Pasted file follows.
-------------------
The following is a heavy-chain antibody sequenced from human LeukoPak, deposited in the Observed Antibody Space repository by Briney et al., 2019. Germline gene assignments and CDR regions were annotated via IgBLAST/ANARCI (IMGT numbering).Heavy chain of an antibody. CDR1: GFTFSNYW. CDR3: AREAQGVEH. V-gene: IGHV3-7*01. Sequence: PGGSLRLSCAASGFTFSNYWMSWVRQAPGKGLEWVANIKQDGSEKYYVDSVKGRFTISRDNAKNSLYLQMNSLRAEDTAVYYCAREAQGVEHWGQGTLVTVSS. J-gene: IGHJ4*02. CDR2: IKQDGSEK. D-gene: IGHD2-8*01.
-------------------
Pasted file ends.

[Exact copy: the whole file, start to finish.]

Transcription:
The following is a heavy-chain antibody sequenced from human LeukoPak, deposited in the Observed Antibody Space repository by Briney et al., 2019. Germline gene assignments and CDR regions were annotated via IgBLAST/ANARCI (IMGT numbering).Heavy chain of an antibody. CDR1: GFTFSNYW. CDR3: AREAQGVEH. V-gene: IGHV3-7*01. Sequence: PGGSLRLSCAASGFTFSNYWMSWVRQAPGKGLEWVANIKQDGSEKYYVDSVKGRFTISRDNAKNSLYLQMNSLRAEDTAVYYCAREAQGVEHWGQGTLVTVSS. J-gene: IGHJ4*02. CDR2: IKQDGSEK. D-gene: IGHD2-8*01.